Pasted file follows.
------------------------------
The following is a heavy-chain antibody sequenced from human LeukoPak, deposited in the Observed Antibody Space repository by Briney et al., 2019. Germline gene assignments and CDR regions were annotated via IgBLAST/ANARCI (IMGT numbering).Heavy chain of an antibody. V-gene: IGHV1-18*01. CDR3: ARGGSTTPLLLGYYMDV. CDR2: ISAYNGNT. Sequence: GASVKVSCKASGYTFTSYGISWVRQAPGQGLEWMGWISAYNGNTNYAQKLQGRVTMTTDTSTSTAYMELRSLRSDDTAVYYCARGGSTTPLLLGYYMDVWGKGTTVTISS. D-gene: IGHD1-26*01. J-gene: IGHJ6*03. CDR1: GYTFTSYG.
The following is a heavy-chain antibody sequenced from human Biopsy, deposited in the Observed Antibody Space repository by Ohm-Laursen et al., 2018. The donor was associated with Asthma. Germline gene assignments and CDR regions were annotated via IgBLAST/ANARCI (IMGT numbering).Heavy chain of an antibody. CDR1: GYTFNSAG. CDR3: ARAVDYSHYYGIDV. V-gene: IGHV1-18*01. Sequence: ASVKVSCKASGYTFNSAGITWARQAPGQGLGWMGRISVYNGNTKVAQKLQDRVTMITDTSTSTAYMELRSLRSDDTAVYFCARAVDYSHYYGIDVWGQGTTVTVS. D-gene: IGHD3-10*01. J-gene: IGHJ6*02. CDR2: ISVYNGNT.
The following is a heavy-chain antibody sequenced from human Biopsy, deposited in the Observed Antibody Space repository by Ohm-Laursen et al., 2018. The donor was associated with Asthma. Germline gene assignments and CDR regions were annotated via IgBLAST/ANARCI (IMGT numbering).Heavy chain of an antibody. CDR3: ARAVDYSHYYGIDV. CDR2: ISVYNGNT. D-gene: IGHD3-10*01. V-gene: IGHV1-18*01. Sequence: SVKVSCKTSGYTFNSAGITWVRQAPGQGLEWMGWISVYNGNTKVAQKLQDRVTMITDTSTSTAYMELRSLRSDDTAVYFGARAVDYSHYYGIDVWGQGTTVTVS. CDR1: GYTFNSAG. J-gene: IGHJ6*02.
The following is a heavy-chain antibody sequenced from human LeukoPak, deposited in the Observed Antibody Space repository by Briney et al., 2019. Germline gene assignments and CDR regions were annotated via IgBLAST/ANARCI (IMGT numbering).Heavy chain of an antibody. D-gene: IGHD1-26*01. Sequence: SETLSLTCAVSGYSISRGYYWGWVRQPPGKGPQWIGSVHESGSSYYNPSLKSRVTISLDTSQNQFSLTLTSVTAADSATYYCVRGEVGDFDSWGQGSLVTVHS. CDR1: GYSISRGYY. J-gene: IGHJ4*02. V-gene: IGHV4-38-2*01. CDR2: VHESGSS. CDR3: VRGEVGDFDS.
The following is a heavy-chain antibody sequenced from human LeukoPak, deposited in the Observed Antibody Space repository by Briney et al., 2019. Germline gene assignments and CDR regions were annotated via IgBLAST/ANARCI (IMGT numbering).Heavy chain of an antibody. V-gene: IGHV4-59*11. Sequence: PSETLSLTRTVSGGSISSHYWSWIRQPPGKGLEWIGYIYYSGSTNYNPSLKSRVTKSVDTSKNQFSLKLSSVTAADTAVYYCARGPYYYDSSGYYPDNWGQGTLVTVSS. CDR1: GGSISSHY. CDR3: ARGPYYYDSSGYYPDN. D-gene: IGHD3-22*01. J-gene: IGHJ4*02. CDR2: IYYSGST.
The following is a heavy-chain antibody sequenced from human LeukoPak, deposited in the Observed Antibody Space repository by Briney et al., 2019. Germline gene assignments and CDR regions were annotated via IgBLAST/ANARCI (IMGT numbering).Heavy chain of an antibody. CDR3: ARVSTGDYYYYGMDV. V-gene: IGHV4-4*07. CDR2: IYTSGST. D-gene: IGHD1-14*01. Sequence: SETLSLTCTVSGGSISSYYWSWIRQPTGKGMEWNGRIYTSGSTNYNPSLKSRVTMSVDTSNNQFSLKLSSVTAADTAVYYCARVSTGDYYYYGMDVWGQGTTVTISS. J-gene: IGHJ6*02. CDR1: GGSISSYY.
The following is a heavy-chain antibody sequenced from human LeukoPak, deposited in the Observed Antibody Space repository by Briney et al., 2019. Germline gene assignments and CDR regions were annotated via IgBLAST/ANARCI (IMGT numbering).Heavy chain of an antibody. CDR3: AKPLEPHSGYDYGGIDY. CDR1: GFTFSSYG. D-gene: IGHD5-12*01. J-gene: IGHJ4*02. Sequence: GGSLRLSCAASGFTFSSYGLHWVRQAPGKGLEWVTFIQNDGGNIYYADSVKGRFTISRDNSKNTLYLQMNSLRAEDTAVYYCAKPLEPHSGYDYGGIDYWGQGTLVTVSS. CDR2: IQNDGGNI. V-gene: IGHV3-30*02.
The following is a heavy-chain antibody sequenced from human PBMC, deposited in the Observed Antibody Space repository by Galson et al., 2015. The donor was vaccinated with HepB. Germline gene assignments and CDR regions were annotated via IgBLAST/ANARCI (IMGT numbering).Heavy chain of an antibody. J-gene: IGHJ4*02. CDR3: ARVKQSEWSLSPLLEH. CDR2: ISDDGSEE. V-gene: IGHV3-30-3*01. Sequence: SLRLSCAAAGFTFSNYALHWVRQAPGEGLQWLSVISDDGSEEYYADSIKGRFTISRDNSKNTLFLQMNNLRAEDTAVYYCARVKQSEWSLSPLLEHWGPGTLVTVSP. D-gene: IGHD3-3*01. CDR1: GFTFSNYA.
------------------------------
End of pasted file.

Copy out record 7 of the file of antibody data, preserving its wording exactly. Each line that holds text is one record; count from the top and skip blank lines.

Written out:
The following is a heavy-chain antibody sequenced from human LeukoPak, deposited in the Observed Antibody Space repository by Briney et al., 2019. Germline gene assignments and CDR regions were annotated via IgBLAST/ANARCI (IMGT numbering).Heavy chain of an antibody. CDR3: AKPLEPHSGYDYGGIDY. CDR1: GFTFSSYG. D-gene: IGHD5-12*01. J-gene: IGHJ4*02. Sequence: GGSLRLSCAASGFTFSSYGLHWVRQAPGKGLEWVTFIQNDGGNIYYADSVKGRFTISRDNSKNTLYLQMNSLRAEDTAVYYCAKPLEPHSGYDYGGIDYWGQGTLVTVSS. CDR2: IQNDGGNI. V-gene: IGHV3-30*02.